Turmeric: What is it Good For?

The supplement industry historically is a conga-line of promoters selling unproven or disproven health products. Supplement claims are crank whack-a-mole for the most part—knock one down and another comes up. It is an industry that markets with a constant drone of miracle cures that fail to deliver the miracle. Turmeric is a newly popular herbal supplement. I see patients using it in ever-increasing numbers. Most of my patients are taking turmeric as an osteoarthritis remedy, but that is just the tip of the iceberg. Historically there have been rare exceptions to the failure of herbal supplements; let’s take a look at turmeric and see if it’s good for something other than a tasty dinner.

Turmeric grows wild in southeast Asia. It’s commonly used as a flavor and color additive. Although it has a long history as a folk remedy, it is more commonly used as a spice. The plant’s roots are boiled and then dried in hot ovens; eventually they are ground into a orange-yellow powder with a variety of uses in cooking.

Due to its folk remedy status it has been popularized as a medical remedy. There is a lot of research evaluating the possibility of a medical benefit. Most of the medical research focuses on the primary ingredient curcumin. It is assumed to be safe for consumption since it is commonly used as a spice, at least in those typically small amounts. So is there any good reason to suspect that turmeric has escaped prior detection by the medical industry?

Frozen turmeric root (produced in Thailand) purchased from a Cleveland, Ohio Chinese grocery store. Via Wikimedia.

Turmeric has many positive attributes ascribed to it. Evaluating claims critically you will see most of it is either implausible or mutually exclusive. Interestingly there is a large volume of research associated with turmeric. Promoters provide endless links to peer-reviewed research. I estimate one turmeric site alone offered at least 1,700 different research papers, which were all disappointingly similar. A random sample of 20 varied topics in the bibliography revealed exclusively in vitro research, meaning kind of test tube research, rather than demonstrations in living organisms. I decided to independently research turmeric and I found thousands of individual studies. Since I do not realistically have the time to review 30 years of research I used the Natural Medicine Comprehensive Database. It provides a list of the leading research claims.

Their evaluation of turmeric research is generous. The authors feel it might possibly be effective for upset stomach, and may have anti-inflammatory properties. I reviewed the best evidence as compiled by their authors, but it was sadly disappointing. Although I can agree that turmeric is probably a low-risk supplement, there were problems for gall bladder patients or surgical patients. The disappointing part stems from the quality of the research. There were failings commonly found in alternative medicine. The research was primarily in vitro, or they were preliminary studies without replication. Additionally, most of the research had results consistent with normal variation as opposed to significant findings. All the research suffers from a lack of replication. I have written extensively in a prior post about the common failings of preliminary or in vitro studies, and why less than 1% of substances with positive in vitro/preliminary research ever eventually result in anything useful.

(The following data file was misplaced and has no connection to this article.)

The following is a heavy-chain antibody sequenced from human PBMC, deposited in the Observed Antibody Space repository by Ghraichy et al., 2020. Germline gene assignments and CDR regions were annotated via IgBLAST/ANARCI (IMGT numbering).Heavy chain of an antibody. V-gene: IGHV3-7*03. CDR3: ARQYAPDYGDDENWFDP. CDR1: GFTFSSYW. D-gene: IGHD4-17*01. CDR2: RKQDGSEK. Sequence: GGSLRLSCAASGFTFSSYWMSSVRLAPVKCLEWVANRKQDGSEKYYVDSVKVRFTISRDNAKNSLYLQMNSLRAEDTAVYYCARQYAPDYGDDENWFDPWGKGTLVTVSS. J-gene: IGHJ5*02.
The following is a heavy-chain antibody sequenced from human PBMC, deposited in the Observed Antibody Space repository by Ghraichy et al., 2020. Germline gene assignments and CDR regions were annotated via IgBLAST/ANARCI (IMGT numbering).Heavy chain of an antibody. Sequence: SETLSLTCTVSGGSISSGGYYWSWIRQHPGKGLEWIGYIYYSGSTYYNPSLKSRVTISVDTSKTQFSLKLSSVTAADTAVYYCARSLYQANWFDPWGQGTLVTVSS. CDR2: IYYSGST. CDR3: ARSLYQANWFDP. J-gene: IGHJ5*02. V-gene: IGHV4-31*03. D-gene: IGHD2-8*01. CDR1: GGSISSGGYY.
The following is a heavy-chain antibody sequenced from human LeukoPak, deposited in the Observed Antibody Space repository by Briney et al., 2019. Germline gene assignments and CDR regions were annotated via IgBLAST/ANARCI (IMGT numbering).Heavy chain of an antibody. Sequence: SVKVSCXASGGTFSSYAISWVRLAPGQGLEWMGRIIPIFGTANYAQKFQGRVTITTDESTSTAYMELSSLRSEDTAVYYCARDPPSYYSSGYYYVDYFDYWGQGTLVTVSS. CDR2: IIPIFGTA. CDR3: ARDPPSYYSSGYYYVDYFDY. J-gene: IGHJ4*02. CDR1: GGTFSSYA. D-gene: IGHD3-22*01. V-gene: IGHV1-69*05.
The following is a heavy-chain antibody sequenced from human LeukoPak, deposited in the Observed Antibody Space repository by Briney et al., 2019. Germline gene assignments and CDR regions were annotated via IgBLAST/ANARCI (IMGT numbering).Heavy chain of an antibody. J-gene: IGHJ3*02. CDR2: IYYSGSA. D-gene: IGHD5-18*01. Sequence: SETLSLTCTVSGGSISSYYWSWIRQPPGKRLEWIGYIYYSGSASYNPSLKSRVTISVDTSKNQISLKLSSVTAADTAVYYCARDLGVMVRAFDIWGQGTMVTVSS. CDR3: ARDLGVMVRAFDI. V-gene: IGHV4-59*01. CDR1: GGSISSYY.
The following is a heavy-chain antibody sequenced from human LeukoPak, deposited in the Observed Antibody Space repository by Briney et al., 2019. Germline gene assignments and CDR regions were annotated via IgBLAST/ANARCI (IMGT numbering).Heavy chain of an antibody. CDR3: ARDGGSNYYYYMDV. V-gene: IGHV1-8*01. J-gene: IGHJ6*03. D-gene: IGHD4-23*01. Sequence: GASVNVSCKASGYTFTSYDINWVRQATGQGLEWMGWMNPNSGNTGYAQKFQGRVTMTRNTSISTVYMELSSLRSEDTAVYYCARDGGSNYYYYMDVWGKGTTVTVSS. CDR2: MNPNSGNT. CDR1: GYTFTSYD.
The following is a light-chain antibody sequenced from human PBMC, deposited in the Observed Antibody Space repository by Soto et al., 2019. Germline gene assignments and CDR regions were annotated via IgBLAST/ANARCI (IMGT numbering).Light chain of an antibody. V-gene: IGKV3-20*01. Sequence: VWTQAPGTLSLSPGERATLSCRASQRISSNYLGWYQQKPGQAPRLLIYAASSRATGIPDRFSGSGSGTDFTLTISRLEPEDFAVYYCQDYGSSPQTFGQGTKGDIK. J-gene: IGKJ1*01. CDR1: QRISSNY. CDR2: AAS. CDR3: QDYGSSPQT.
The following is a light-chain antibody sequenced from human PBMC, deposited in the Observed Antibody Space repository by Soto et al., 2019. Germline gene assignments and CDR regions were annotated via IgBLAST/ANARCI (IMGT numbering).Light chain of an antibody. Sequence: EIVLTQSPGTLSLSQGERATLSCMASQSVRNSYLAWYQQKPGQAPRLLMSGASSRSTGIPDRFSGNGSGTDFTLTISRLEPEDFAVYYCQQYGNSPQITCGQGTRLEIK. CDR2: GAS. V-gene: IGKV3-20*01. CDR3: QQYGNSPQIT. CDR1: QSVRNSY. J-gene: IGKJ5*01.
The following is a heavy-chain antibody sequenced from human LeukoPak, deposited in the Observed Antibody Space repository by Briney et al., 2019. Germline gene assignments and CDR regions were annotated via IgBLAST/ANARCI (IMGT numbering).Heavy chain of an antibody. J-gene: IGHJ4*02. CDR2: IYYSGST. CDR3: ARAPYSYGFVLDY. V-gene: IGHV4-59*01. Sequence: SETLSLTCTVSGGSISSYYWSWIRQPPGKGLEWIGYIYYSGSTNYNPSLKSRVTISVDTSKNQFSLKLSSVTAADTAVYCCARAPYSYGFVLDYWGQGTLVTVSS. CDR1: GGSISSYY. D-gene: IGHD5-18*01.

There is one piece of research often quoted as proof of turmeric benefit as an anti-inflammatory. This was a study comparing it to diclofenac, an anti-inflammatory drug available by prescription. This poorly structured study fails to have proper controls and it used a faulty system for measuring results. The researchers took 80 people off of anti-inflammatory medications, rested them, and then put them on curicumin and diclofenac randomly. Although the administration of medication was blinded, the COX-2 monocyte samples from synovial fluid used to determine relative inflammation of the joint were un-blinded. This undermines controls for researcher bias in any way. There is a multitude of other issues as well: the subject numbers were too few, there were no baseline comparisons, and no patient reported symptoms. Needless to say, I was not impressed and wondered why they didn’t just do a simple comparative study, double-blinded with three groups: one using diclofenac, one using curicumin, and one taking nothing. All you can glean from this study is that the “best research” is a disappointingly structured preliminary index study.

In my opinion this is huge red flag that turmeric is not effective. Anytime a promising substance has tons of research surrounding it, done over decades, yet has no replication or rigor, that combination is almost universally synonymous with “does not work,” even though a casual glance might lead one to assume “All that research must mean there is something to it.”